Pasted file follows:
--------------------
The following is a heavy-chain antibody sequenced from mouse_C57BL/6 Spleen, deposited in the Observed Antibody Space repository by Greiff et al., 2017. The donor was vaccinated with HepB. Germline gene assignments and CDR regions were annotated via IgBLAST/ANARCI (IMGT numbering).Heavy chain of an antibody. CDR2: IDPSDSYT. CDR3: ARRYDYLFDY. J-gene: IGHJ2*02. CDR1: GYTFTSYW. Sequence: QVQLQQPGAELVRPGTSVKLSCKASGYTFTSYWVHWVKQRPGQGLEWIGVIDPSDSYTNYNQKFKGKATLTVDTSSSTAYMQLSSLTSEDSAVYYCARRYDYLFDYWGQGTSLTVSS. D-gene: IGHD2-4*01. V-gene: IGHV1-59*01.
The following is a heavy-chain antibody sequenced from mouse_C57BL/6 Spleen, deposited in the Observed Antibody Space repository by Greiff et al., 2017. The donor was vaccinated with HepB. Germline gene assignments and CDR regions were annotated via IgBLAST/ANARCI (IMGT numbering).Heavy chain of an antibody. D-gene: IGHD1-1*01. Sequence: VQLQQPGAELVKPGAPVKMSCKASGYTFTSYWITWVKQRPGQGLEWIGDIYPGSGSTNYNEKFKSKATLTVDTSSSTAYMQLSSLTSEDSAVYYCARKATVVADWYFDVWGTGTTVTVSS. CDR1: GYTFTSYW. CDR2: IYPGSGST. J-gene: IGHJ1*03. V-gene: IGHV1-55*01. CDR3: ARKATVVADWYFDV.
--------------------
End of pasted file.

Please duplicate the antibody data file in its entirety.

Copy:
The following is a heavy-chain antibody sequenced from mouse_C57BL/6 Spleen, deposited in the Observed Antibody Space repository by Greiff et al., 2017. The donor was vaccinated with HepB. Germline gene assignments and CDR regions were annotated via IgBLAST/ANARCI (IMGT numbering).Heavy chain of an antibody. CDR2: IDPSDSYT. CDR3: ARRYDYLFDY. J-gene: IGHJ2*02. CDR1: GYTFTSYW. Sequence: QVQLQQPGAELVRPGTSVKLSCKASGYTFTSYWVHWVKQRPGQGLEWIGVIDPSDSYTNYNQKFKGKATLTVDTSSSTAYMQLSSLTSEDSAVYYCARRYDYLFDYWGQGTSLTVSS. D-gene: IGHD2-4*01. V-gene: IGHV1-59*01.
The following is a heavy-chain antibody sequenced from mouse_C57BL/6 Spleen, deposited in the Observed Antibody Space repository by Greiff et al., 2017. The donor was vaccinated with HepB. Germline gene assignments and CDR regions were annotated via IgBLAST/ANARCI (IMGT numbering).Heavy chain of an antibody. D-gene: IGHD1-1*01. Sequence: VQLQQPGAELVKPGAPVKMSCKASGYTFTSYWITWVKQRPGQGLEWIGDIYPGSGSTNYNEKFKSKATLTVDTSSSTAYMQLSSLTSEDSAVYYCARKATVVADWYFDVWGTGTTVTVSS. CDR1: GYTFTSYW. CDR2: IYPGSGST. J-gene: IGHJ1*03. V-gene: IGHV1-55*01. CDR3: ARKATVVADWYFDV.